The politics of habitation in Athens rests on the myth of king Erichthonius, “who was born directly from earth, not from a woman, but from the soil fecundated by the seed of Hephaestus, dispersed after his clumsy attempt to possess Athena.” (7) In this reading, the soil from which Erichthonius emerges, becomes the mythical foundation of all eco-political foundations. Since no reality will be able to adequate the myth, the latter will continue to haunt the imaginary of the West, producing building and dwelling as much as theoretical and political effects. For Derrida, this ontopology, this “axiomatic linking indissociably the ontological value of present-being (on) to its situation, to the stable and presentable determination of a locality, the topos of territory, native soil, city, body in general,” is today more obsolete than ever. (7) This certainly does not mean overcome.
The Erichthonian soil determines the law of the oikos, a law that “imposes the task of thinking identity (ontological and political identity) in terms that are irreducibly spatial: origin as a place, permanence, stability, being distinguished and protected from difference, alterity, the stranger, and the foreign.” (11) It does so by presenting itself as an immutable, yet indeterminate foundation. This terrestrial foundation bears the name of khōra.
Since khōra “is neither sensible nor ideal, not even a being, it cannot be determined in any way as a being could be. For this reason, to describe it, Timaeus must use a set of analogies (the receptacle, the cast, the sieve, the nursemaid, etc.), assuming that none of them are adequate since they all come from the sensible determined in the khōra. This third remains indeterminate: the indeterminate that prevents itself from any possible determination and makes every determination possible. But, at the same time, in its indeterminateness khōra imposes on us the thought that all that is, is as such because it takes place, has an origin that remains fixed, permanent, and stable, has a proper place, oikēsis idias.” (12)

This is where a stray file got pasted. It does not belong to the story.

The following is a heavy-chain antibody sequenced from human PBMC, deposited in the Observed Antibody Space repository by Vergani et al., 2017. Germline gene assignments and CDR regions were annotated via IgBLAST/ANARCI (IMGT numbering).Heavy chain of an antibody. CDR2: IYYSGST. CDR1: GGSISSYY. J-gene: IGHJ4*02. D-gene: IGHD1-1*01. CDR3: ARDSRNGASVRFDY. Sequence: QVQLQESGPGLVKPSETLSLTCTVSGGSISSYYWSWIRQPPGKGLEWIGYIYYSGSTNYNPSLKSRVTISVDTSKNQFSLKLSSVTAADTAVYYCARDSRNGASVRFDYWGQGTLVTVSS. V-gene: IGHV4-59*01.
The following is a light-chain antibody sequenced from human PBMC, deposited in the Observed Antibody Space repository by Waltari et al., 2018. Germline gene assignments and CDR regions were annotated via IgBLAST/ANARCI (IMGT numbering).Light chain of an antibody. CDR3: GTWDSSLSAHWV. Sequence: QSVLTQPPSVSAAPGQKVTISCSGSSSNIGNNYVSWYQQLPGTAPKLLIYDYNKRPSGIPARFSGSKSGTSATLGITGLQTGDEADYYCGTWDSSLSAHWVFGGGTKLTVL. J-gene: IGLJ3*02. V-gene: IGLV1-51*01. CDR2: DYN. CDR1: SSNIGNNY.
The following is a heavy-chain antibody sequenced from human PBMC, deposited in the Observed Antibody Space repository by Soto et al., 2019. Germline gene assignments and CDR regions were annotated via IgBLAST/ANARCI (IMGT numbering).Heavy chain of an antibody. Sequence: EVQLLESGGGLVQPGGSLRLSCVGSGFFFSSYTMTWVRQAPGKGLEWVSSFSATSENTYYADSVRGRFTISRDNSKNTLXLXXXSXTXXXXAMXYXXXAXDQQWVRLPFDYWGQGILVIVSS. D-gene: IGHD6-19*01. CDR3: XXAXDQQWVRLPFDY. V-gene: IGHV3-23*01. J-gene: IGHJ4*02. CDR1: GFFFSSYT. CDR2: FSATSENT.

Derrida explicates the status of the khōra further: “Perhaps, because it can receive everything, one could give it all the names one wants, since it can take any form, ultimately one could give a name different from khōra. As it does not exist under the form of a being identical with itself, of an ideal referent or a thing, one does not see why it would have only one name. But it is precisely because of this that it is always necessary to name it in the same way, since it is paradoxically necessary to keep the sense that it has no sense.” (12) Being the signifier of a signified which is not, the khōra is at the same time a quasi-index, a this, each time unique, yet nonetheless a name, and as such more than a mere this, a cipher eliding indication and signification.
Khōra accordingly designates political space, in the primary sense of invested, occupied space. (13) This space is occupied by the ‘dead sons of the polis’, the Erichthonian progeny which returns to rest forever in the originative soil of the city, now the burial ground of the Kerameikos. (8) The soil of the city the dead will share with the heroes, the cult of which is reactivated in the 8th century BC. The Mycenaean constructions, used by the cult are thus reactivated, offering not only the reassurance of a religious a continuity, but also assuming “a civic as well as territorial value,” by gathering the community and rooting it in the soil. In tandem, the acropolis will be “heir of the royal fortress of the Mycenaean age,” circumscribing the unity of the polis. (22) Whereas the fort would guarantee permanence to the city because of the security it afforded, the architectural permanence of acropolis offers a symbolic security. Positioned at the akron, the visible limit of the polis, it determines its whole territory, stabilising the khōra. The ethico-political significance of this stability will lend support to the Socratic indictment of the itinerant sophists, who lack a proper place, an oikos and thus the nomos, the law that pertains to it. (10) The city must exclude the dangerous other: it is a philosophical as much as an architectural function, a function summed up in the designation of an outside against a stable, striated inside. The law of the oikos, coupled with the law of the polis protect this inside, arresting and fixing the fluidity of the khōra.